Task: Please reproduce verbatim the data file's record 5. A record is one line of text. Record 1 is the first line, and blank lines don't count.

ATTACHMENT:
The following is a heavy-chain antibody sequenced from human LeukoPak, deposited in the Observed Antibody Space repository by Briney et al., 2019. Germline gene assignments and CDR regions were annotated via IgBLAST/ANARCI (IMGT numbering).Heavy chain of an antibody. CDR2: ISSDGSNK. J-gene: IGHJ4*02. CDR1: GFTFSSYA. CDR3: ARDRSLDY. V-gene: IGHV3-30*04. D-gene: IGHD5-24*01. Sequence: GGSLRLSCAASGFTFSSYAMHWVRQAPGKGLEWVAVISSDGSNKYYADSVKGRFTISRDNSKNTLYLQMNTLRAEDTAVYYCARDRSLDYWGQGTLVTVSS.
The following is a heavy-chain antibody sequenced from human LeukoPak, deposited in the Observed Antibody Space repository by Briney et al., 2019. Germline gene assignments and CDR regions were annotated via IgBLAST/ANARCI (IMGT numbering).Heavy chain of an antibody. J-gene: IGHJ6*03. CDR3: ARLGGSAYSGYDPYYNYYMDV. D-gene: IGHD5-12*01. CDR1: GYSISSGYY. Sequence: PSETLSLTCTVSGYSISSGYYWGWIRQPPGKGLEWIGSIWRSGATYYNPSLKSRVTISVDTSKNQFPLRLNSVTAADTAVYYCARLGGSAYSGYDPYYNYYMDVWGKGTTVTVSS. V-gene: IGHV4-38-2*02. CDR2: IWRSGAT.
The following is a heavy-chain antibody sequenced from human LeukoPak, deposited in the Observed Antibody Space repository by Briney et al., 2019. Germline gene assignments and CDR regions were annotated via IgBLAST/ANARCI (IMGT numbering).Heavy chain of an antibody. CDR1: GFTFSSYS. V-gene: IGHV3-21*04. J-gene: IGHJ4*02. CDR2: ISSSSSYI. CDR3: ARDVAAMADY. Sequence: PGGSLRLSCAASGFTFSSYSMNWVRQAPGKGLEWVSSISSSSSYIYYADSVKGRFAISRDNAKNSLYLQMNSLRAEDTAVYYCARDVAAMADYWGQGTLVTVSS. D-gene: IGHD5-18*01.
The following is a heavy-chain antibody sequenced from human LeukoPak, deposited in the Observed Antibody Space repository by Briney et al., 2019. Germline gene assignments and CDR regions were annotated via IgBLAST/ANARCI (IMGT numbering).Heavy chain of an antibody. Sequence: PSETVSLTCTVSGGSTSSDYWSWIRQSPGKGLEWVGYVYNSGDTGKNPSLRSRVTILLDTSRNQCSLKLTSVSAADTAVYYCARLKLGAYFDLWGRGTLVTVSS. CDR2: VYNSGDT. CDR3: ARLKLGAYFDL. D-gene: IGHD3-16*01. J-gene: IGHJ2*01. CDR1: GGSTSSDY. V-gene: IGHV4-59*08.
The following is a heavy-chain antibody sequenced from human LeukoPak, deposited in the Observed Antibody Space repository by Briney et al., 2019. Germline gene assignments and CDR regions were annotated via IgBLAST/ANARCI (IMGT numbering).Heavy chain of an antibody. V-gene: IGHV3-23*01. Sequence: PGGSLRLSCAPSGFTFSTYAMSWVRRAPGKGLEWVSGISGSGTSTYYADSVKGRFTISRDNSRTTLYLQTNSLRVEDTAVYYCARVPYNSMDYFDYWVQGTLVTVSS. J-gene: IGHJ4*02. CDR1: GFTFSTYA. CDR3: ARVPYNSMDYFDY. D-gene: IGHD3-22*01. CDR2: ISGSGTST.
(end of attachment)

The following is a heavy-chain antibody sequenced from human LeukoPak, deposited in the Observed Antibody Space repository by Briney et al., 2019. Germline gene assignments and CDR regions were annotated via IgBLAST/ANARCI (IMGT numbering).Heavy chain of an antibody. V-gene: IGHV3-23*01. Sequence: PGGSLRLSCAPSGFTFSTYAMSWVRRAPGKGLEWVSGISGSGTSTYYADSVKGRFTISRDNSRTTLYLQTNSLRVEDTAVYYCARVPYNSMDYFDYWVQGTLVTVSS. J-gene: IGHJ4*02. CDR1: GFTFSTYA. CDR3: ARVPYNSMDYFDY. D-gene: IGHD3-22*01. CDR2: ISGSGTST.